100% sure, those same students knew what Call of Duty was all about. By the looks of it, Levine feels underestimated. So why not hire some Holywood A star for Infinitite's Elizabeth's voice, and do a promo run through the shows with A star as a speakperson for the game? At most it's a public relations issue, so if you are not happy, say it to your publisher's PR departament to fix you a Daily Show date or whatever you like. You can buy in these things.

Edited 2 times. Last edit by Gediminas Tarasevicius on 8th July 2011 7:38am

Posted:3 years ago

#12

Akos Nemes Studying Game Designer, Train2Game

2 0 0.0
There is many good point about this problem but I think we didn't mentioned the very important one. While most AAA games based on violence, there is many AAA films out there where is nobody get hurt physically. In the AAA game industry, the target people is only who like adrenaline. While there is so many film out there without violence, and with rich emotional experience.
Transformers was seen by many people because there is Megan Fox and this another guy in it, and they romance, and the adrenalin + the ads on the streets and on TV.
This is a big a difference. We humans are very emotional mammals, and nobody seems to realize it in the AAA game world(ok there is some exceptions but you know what I mean). The AAA guys running a race about who can put bigger enemies in the game on a bigger scaled map in the most realistic way. You know, I don't know all the AAA action film title what is out there, and that's give me an answer why some college student don't know about Bioshock. I love Bioshock, and the Battlefield series and Killzone, but my girlfriend only watching me playing when I put the Heavy Rain on(or her favourite: Siberia). I think today's games designers must broaden they mind when they consider to write a new game, or just except the fact that they making games only for adrenalin loving gamers :D

sorry for my English grammar I'm still learning it.

Edited 1 times. Last edit by Akos Nemes on 8th July 2011 8:42am

Posted:3 years ago

#13
The other thing to really appreciate is , as much as I love Bioshock and that we even went on to work on Bioshock 2 because it was so unique. The series is actually very niche, and thus appeals to a very narrow bandwidth of folks.

In comparison, (for example) Little Big Planet has a larger mass audience appeal.

I think we shouldnt try to overtly force this issue. As a gaming industry overall, I am sure PR and marketing are already doing their utmost to promote gaming. It just requires a critical inertia and pop cultural momentum, to receive sufficient energy to be truly global, mainstream, in everyones home for us a a gaming industry to be culturally perceived as mainstream, commonplace such as the Japanese attitude to gaming. An everyday cultural thing and not seen as extreme or uncommon.

Posted:3 years ago

#14

Bruno Brøsted Incident Manager

22 0 0.0
Real games need hardware so they don't matter to those that have not bought that "ticket". It's no different than say how track day events only matters to those having bought sporty cars.

Could you have a game on Daily Show sure but you won't because much of the audience would be left out. It would be no different than say Daily Show did a segment in German because they decided to interview Angela Merkel. Some people watching might get who she is but most be left out since not understanding German.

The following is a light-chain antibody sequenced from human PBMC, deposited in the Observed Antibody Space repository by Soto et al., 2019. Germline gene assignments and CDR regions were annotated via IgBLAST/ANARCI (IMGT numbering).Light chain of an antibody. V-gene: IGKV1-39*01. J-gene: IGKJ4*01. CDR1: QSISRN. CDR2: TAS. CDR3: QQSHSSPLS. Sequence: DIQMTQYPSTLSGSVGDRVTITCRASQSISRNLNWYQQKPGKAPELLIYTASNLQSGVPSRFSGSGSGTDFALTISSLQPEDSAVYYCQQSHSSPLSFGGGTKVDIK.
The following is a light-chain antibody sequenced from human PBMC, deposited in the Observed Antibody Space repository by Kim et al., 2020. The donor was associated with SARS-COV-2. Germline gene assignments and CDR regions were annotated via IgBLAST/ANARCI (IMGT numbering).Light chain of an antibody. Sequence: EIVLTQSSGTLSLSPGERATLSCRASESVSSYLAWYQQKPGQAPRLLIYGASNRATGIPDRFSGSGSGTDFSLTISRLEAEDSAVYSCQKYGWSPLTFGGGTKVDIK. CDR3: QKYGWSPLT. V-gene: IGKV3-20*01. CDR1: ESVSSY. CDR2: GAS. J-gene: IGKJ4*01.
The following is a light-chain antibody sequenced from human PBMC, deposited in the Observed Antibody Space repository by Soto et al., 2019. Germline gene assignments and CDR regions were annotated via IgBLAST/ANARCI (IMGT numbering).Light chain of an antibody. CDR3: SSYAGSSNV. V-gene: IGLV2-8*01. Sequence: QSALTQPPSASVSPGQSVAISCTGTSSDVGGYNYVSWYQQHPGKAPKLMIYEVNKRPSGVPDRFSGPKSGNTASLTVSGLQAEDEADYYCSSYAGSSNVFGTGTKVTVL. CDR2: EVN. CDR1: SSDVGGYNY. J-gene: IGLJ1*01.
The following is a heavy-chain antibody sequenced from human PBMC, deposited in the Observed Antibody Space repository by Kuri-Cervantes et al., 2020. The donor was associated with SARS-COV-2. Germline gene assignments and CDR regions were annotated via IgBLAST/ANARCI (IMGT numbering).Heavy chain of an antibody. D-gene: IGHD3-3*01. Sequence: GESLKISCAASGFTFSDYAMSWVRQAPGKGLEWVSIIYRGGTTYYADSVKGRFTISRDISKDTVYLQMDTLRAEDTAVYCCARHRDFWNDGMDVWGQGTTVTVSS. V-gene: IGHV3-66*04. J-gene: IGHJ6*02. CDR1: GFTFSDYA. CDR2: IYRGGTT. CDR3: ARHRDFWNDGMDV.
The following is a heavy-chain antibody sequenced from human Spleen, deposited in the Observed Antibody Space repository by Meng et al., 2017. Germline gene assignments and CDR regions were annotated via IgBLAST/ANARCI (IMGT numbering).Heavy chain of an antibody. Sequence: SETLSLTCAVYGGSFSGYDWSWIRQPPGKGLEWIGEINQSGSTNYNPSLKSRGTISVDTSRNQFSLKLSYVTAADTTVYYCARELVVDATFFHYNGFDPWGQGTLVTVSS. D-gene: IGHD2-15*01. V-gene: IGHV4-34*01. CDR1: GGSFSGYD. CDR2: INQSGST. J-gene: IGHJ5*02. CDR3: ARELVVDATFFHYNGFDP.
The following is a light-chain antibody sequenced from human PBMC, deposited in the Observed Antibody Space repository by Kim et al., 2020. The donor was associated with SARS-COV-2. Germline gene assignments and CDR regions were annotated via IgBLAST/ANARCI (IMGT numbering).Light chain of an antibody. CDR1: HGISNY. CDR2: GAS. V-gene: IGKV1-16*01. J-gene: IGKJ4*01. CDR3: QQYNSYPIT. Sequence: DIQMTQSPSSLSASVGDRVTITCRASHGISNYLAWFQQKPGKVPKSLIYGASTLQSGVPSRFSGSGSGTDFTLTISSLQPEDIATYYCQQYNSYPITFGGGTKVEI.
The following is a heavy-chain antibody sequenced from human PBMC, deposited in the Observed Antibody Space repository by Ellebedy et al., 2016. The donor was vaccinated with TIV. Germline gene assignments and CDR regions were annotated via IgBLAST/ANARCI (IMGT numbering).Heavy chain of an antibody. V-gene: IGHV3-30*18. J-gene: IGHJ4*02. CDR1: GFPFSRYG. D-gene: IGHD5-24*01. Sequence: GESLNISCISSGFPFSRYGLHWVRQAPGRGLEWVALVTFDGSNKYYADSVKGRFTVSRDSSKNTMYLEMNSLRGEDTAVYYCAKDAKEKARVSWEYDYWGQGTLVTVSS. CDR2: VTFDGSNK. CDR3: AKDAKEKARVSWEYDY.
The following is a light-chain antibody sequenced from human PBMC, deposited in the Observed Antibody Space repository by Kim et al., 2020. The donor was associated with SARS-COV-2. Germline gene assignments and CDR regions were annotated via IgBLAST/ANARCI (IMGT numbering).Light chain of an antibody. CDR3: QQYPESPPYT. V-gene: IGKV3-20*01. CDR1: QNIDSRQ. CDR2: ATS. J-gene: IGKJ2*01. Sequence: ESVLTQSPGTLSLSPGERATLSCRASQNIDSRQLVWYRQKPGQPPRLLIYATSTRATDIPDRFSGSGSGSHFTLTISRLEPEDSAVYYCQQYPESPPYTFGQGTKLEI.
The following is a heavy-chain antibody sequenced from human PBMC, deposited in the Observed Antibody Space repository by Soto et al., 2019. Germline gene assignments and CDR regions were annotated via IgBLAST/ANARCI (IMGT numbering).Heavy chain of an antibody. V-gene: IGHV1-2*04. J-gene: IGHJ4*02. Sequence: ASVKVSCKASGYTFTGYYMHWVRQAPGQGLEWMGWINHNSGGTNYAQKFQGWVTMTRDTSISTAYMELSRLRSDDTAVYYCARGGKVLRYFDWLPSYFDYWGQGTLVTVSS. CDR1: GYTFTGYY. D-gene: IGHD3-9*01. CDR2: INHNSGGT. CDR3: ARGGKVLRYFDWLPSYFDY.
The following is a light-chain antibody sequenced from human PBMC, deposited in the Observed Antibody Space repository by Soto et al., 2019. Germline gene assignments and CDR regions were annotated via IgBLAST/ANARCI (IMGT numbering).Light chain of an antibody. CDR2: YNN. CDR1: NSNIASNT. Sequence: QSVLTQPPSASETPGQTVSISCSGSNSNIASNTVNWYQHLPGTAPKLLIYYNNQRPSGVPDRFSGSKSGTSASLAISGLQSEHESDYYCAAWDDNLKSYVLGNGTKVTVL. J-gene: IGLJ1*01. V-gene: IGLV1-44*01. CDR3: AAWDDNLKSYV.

Posted:3 years ago

#15

Bill Garrison Studying Student, DigiPen Institute of Technology

69 89 1.3
A. Maybe Levine and his team need to produce content that speaks for itself, before they start criticizing the abilities of pr people and marketing teams.
B. Maybe the first step to creating "awareness" of your product, is not hiding it behind closed doors at the world's biggest gaming industry event, E3.

Posted:3 years ago

#16

Francis Elphick Game Designer, Gameloft Montreal

3 0 0.0
I watch all the Daily Shows as they come out. There is lots of content there I don't particularly associate with. Many guests I don't even finish watching all the way through. It's ok, it's variety. Today it's not a guest I wanted to see, tomorrow it is. "Something for everyone".

Ken, if he lands an interview on the Daily Show, I would watch!

Posted:3 years ago

#17

Nicholas Muise Assistant Producer, HB Studios

2 0 0.0
"The reason why game developers do not have mainstream media coverage is because game developers are group-thinkers. When they start a new project the first thing they do is make a studio, and then hide behind the face of the studio.

Translation: They don't promote themselves as core creators.

In other entertainment industries they do.

When you think who made The Matrix, you don't think Warner Brothers. You think the Wachowski Brothers, Laurence Fishburne, Keanu Reeves.

When you think of who made Half Life 2, you think Valve. Who did the game design? Who did this or that?

People will say game dev is too collaborate. Bullshit. Films are equal to or *more* collaborative. Yet key individuals are still given the chance to promote their actual names as brands.

As long as you project to the public that game are made by faceless studios - as opposed to key individual creators - the public will not see any face.

If you want this attention, you have to start shoving those key creators up front, on the title credits. "Lead Design by..." "Produced by..." Etc. "

I think this is exactly what Levine is stating here:

"We have a responsibility. People like me, like Cliff [Bleszinski], like Ray and Greg, have a responsibility to educate people who don't think of games. Like the people booking those shows."

Posted:3 years ago

#18